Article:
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Georgia: uncertainty about the future haunts the displaced

17-08-2008 Feature

Since the start of the conflict in South Ossetia on 8th August, tens of thousands of people have fled from towns and villages all across Georgia. Many of them have made for the capital, Tbilisi, where they have found shelter in makeshift collective centres in schools, kindergartens and abandoned buildings. Now they wait for help from others, a situation they could never have imagined only a fortnight ago.

   
  ©ICRC/J. Barry    
 
  Friends and neighbours gather to share stories of escape and loss    
   

   
  ©ICRC/J. Barry    
 
Lali and her husband Paata are waiting for supplies so that they can move into their room.    
   

   
  ©ICRC/J. Björgvinsson    
 
Tsiuri with her son Shmagi in their room at the Collective Centre.    
     
 

The expressions on the faces of the displaced say it all. Sitting in warm sunshine on the steps of the Plant Protection Institute whose offices have been given over to the homeless, neighbours and friends exchange horror stories of escape and loss. Their tales are hauntingly similar and speak of days sheltering in basements with little to eat or drink while the shelling lasted, then flight to the woods, and a long walk -- or, if they were lucky – a ride into Tblisi. 

" There was an explosion in my garden five metres away from us, " said Tsiuri, a widow, explaining the danger that prompted her to leave with her young children. " I saw two black tubes sticking out of the grass. Those were bombs. If they had fallen on my paved yard we would not have survived. "

Seventy-three year old Misha was also keen to talk. Taking a rest from helping to unload blankets, soap, and other supplies being delivered by the International Committee of the Red Cross nearby he said " I stayed for days in the forest before feeling safe enough to find my way here. But I am strong, " he went on proudly, straightening himself up to his full height. " I've never been ill in my life. "  It was a moment of pride amidst much despair.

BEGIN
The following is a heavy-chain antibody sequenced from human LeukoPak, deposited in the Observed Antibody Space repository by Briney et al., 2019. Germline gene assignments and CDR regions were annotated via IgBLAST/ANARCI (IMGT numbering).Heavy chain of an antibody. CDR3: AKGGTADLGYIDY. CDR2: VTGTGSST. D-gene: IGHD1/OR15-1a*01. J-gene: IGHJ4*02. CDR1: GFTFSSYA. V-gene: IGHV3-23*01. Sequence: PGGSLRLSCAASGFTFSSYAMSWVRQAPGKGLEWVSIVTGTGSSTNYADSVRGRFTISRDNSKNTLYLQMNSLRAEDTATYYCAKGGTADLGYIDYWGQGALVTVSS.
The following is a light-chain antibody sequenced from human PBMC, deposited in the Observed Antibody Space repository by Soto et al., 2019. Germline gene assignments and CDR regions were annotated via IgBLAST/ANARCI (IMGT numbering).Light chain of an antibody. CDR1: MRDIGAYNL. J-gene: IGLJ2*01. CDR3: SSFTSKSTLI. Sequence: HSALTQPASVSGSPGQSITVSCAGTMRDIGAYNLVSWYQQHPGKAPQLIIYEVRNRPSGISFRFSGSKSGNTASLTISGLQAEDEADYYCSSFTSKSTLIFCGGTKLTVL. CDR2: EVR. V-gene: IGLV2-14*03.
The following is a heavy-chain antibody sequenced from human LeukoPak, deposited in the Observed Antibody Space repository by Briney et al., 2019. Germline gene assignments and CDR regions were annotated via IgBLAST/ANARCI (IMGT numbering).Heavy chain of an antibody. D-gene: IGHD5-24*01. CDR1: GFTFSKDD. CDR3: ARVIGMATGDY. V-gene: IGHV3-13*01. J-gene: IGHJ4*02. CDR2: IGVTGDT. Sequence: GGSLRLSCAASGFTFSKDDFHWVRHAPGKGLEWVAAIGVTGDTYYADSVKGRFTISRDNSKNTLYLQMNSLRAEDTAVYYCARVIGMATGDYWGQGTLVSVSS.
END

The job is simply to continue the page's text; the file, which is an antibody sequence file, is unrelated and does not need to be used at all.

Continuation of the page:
" How can we stay here? " questioned 38-year-old Lali, the director of a kindergarten, who had fled with her husband from a village near Gori. The room she was standing in was clean but almost bare, furnished with just a table and chairs. " My husband and I are being hosted by friends until we can get some supplies and something to sleep on. " She looked angry, frustrated and tired. Softening a little she added, " the friends who have taken us in were themselves displaced by the fighting in the early nineties, and have never returned home. They have shown us respect and compassion. They have even given us their bed to sleep on and are sleeping on the floor. "

The newly displaced have one constant refrain. Walking back from a handout of food, her arms full of bread, Lali spoke for them all. " We feel so ashamed at being here, " she whispered. " We had good lives. We never thought we would be reduced to this. "

One of the saddest facts about the collective centres where the displaced are now living is that it is not the first time they have sheltered the homeless. During conflicts in both South Ossetia and another breakaway region, Abkhazia, during the nineteen nineties thousands of people fled their homes and settled in the schools, hotels and empty or abandoned buildings in Tblisi that are hosting the newcomers today. Many of those earlier inmates are still there.

One such centre is in the ironically named'Turbaza Vake', or'Tourist Base'resort. Set amidst pine trees in a fashionable part of Tblisi it was a holidaymakers'haven in the past. Far from enjoying a vacation its present guests are living on the brink of an abyss.

Walking down a dim, dark, damp-smelling corridor in the Turbaza Vake were two women.

" We have been here for 18 years, " said one of them, a lady with sad blue eyes and a pink dress. She shrugged her shoulders and turned her head away. Beside her stood a pretty four-year-old girl for whom the dismal hotel has been her home since birth.

The ICRC is making daily distributions of household supplies to the centres, and aid is flowing in from other agencies, local charities and private donations. Volunteers from the Georgian Red Cross are among the hundreds of young people who are giving their time a nd energy to help organize the distributions. ICRC water engineers are helping to reconnect broken water supplies and installing toilets.

But it is not only the displaced who are in need. Equally worrying is the fact that in all the villages from which people have fled, there are others who could not leave because of sickness, disability or simply old age. With access for humanitarian agencies blocked to rural areas because of poor security, their situation is becoming more precarious by the day.

ICRC tracing teams in the collective centres are gathering information from families who are separated from their loved ones. The lists are growing daily as more and more people come forward to give details about relatives left behind with whom contact has been lost. The kindergarten director, Lali, is looking for her brother-in-law. " We have heard nothing from him, " she remarks. " I am afraid he has been killed. "

Foremost in everyone's minds are questions about how long it may be before their upturned lives get back to normal. Old Misha is morose. " How do I know? " he asks. " Those from Abkhazia thought the same, and they have been here 18 years. " Who knows when this is going to end. "